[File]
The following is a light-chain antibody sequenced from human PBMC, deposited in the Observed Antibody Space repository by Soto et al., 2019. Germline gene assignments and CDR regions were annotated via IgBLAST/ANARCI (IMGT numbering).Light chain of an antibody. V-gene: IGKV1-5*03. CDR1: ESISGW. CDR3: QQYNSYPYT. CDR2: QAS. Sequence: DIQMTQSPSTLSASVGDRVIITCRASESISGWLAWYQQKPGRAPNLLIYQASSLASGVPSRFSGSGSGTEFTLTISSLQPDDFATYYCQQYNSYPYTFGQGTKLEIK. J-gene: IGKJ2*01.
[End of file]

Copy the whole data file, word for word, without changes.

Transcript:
The following is a light-chain antibody sequenced from human PBMC, deposited in the Observed Antibody Space repository by Soto et al., 2019. Germline gene assignments and CDR regions were annotated via IgBLAST/ANARCI (IMGT numbering).Light chain of an antibody. V-gene: IGKV1-5*03. CDR1: ESISGW. CDR3: QQYNSYPYT. CDR2: QAS. Sequence: DIQMTQSPSTLSASVGDRVIITCRASESISGWLAWYQQKPGRAPNLLIYQASSLASGVPSRFSGSGSGTEFTLTISSLQPDDFATYYCQQYNSYPYTFGQGTKLEIK. J-gene: IGKJ2*01.